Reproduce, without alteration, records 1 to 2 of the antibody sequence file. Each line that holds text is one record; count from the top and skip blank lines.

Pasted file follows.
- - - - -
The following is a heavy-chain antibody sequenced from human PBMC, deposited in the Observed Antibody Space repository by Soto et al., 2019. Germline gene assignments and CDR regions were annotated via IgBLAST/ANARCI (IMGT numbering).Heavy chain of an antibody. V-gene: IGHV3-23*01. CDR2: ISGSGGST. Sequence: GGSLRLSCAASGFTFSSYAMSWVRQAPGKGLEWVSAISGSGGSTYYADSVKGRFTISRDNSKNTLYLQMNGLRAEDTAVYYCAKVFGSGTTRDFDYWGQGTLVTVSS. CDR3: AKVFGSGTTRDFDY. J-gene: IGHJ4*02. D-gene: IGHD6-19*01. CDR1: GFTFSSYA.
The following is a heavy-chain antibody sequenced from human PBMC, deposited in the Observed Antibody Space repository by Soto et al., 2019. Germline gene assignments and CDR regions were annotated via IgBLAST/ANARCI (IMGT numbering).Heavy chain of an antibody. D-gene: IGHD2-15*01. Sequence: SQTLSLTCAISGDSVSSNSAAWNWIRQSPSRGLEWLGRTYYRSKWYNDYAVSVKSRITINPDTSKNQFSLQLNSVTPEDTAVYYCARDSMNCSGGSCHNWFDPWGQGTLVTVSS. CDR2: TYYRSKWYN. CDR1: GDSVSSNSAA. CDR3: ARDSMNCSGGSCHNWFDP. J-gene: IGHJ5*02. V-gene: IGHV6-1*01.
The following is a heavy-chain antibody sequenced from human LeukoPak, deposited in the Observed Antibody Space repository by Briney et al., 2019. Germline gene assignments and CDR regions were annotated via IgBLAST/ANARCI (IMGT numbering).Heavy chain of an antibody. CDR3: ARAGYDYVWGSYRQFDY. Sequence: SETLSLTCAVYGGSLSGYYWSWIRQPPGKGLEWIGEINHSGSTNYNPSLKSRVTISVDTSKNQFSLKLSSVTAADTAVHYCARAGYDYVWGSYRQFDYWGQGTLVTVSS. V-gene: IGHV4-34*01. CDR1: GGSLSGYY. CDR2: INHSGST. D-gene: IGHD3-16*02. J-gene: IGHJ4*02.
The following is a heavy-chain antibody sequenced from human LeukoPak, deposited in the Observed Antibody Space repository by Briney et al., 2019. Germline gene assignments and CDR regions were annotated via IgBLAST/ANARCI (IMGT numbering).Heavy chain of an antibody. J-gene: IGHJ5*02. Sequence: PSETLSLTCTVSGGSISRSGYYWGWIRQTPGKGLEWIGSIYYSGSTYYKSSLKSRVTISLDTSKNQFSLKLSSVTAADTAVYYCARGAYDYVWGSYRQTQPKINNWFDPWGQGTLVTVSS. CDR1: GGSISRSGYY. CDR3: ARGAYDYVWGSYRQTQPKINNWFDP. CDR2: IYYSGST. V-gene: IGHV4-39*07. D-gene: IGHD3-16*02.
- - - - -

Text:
The following is a heavy-chain antibody sequenced from human PBMC, deposited in the Observed Antibody Space repository by Soto et al., 2019. Germline gene assignments and CDR regions were annotated via IgBLAST/ANARCI (IMGT numbering).Heavy chain of an antibody. V-gene: IGHV3-23*01. CDR2: ISGSGGST. Sequence: GGSLRLSCAASGFTFSSYAMSWVRQAPGKGLEWVSAISGSGGSTYYADSVKGRFTISRDNSKNTLYLQMNGLRAEDTAVYYCAKVFGSGTTRDFDYWGQGTLVTVSS. CDR3: AKVFGSGTTRDFDY. J-gene: IGHJ4*02. D-gene: IGHD6-19*01. CDR1: GFTFSSYA.
The following is a heavy-chain antibody sequenced from human PBMC, deposited in the Observed Antibody Space repository by Soto et al., 2019. Germline gene assignments and CDR regions were annotated via IgBLAST/ANARCI (IMGT numbering).Heavy chain of an antibody. D-gene: IGHD2-15*01. Sequence: SQTLSLTCAISGDSVSSNSAAWNWIRQSPSRGLEWLGRTYYRSKWYNDYAVSVKSRITINPDTSKNQFSLQLNSVTPEDTAVYYCARDSMNCSGGSCHNWFDPWGQGTLVTVSS. CDR2: TYYRSKWYN. CDR1: GDSVSSNSAA. CDR3: ARDSMNCSGGSCHNWFDP. J-gene: IGHJ5*02. V-gene: IGHV6-1*01.